In 1863, President Lincoln signed the Emancipation Proclamation. But word had yet to reach Texas, and slaves still worked plantations.
On Juneteenth, two years later, slaves were finally freed from their posts.
“Independence Day for America, on July 4, doesn’t really apply,” said Melody Barham, graduate assistant at the Neal Marshall Black Culture Center. “For me, as an African American, it’s my effective Independence Day.”
Referred to as Freedom Day, Emancipation Day or, most commonly, Juneteenth, the holiday celebrates black heritage and culture.
Every year the Neal Marshall Center sponsors an honorary event. Though past years have included parades and crowds, a simple dinner and about 40 guests Friday honored freedom for all. The theme “Carrying the Lessons of the Past into the Future: What Does it Mean to be Free?” was recognized with a slideshow, lecture and reading of the Emancipation Proclamation.
“Throughout the years there’s been a lot of talk about it being a post-racial society, but I think that’s impossible. I think race plays a role in every facet of society,” graduate student Cameron Harris said. “So, to be better equipped to handle the U.S. and the world, we have to better understand the experiences of those who came before us.”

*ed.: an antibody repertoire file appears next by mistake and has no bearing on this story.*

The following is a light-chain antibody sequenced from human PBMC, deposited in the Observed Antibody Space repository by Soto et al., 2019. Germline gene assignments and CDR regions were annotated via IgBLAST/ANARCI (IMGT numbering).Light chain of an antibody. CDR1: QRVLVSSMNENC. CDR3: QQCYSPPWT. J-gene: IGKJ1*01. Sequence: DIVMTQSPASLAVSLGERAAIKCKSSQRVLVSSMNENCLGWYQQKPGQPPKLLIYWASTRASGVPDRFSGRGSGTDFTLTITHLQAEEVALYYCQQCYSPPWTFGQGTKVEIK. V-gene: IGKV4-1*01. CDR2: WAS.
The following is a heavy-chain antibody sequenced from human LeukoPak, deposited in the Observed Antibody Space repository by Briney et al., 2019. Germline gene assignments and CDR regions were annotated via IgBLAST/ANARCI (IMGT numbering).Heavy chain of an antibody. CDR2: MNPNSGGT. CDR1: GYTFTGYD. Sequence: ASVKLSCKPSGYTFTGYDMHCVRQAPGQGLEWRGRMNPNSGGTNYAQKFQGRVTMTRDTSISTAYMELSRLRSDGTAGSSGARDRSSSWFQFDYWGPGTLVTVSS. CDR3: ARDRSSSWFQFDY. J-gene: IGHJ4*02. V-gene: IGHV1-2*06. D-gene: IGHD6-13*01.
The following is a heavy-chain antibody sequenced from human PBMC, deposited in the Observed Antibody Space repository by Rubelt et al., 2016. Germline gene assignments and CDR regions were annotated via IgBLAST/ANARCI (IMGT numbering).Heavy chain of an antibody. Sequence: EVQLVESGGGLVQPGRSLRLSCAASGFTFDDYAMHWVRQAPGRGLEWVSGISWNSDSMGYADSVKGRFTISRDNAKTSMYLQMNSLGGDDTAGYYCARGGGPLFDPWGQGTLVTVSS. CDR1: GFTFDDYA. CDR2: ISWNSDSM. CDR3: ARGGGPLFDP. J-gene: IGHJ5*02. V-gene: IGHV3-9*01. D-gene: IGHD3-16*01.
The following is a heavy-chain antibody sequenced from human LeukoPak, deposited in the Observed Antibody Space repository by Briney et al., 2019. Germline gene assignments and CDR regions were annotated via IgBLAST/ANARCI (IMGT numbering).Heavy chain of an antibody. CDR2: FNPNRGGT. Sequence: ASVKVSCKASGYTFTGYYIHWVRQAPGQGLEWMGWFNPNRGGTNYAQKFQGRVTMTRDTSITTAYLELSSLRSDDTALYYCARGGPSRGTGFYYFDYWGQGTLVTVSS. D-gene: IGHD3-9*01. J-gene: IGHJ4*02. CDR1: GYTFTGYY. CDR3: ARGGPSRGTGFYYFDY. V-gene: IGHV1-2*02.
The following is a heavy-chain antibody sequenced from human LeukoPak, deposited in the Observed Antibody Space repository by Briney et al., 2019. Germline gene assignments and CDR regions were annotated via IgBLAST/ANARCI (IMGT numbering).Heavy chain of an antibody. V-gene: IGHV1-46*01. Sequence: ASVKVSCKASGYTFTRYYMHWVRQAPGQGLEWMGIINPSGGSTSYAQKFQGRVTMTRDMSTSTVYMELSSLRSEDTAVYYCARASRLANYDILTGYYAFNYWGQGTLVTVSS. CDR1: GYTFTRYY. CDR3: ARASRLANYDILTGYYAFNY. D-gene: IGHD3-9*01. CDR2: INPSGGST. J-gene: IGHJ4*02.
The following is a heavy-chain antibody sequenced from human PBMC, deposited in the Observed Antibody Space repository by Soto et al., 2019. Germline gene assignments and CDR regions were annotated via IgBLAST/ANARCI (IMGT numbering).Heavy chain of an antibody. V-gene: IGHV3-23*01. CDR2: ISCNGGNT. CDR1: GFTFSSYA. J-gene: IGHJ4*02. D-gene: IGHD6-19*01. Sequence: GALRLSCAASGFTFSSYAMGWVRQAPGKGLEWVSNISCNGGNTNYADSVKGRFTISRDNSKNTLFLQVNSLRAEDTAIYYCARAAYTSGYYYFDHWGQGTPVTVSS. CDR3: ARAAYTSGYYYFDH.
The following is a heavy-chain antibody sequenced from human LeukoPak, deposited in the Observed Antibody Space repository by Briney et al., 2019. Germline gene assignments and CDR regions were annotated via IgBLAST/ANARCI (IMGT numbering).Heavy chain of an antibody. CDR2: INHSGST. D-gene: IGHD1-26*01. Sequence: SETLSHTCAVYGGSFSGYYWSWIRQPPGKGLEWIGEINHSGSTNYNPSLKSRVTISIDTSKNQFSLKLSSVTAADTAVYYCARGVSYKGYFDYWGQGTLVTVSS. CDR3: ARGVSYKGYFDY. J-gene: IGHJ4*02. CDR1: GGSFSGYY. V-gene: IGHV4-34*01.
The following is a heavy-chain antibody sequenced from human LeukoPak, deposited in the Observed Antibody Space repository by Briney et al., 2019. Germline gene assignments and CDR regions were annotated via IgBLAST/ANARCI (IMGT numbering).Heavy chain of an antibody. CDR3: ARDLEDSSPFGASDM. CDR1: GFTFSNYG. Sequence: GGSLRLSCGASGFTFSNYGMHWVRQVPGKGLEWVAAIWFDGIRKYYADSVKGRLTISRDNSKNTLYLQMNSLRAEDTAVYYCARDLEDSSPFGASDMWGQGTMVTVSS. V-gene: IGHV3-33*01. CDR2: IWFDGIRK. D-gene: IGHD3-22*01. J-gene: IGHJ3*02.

Bloomington resident Al Manns said he’d been attending the event since its inception 14 years ago for that exact reason.
“Now, we can go through life in American society and have equal opportunity for all,” he said. “We finally learned the meanings of the words ‘equality’ and ‘free.’”
Bloomington resident Sachiko Kante started the event to celebrate not just Juneteenth, but also black heritage. She attended the event with her two grandchildren, Rey and Jrue Kante.
The kids took turns sitting on her lap and eating hot dogs from the buffet.
Much of the dinner — the red punch and the rice — was symbolic.
“The meal is really important because it represents some of the foods the slaves traditionally ate,” said Dr. Stephanie Powell-Carter, director of Neal Marshall. “We do this, all of this, in commemoration of the slaves being free.”
Folded Emancipation Proclamations and people dressed in traditional African garb attended the dinner.
Manns’ pastor, and two generations of family, sat with him.
Manns said he’s made his family attend every year because “if you don’t know where you’ve been, you don’t know where you’re going.”
He already has plans to attend in 2013.
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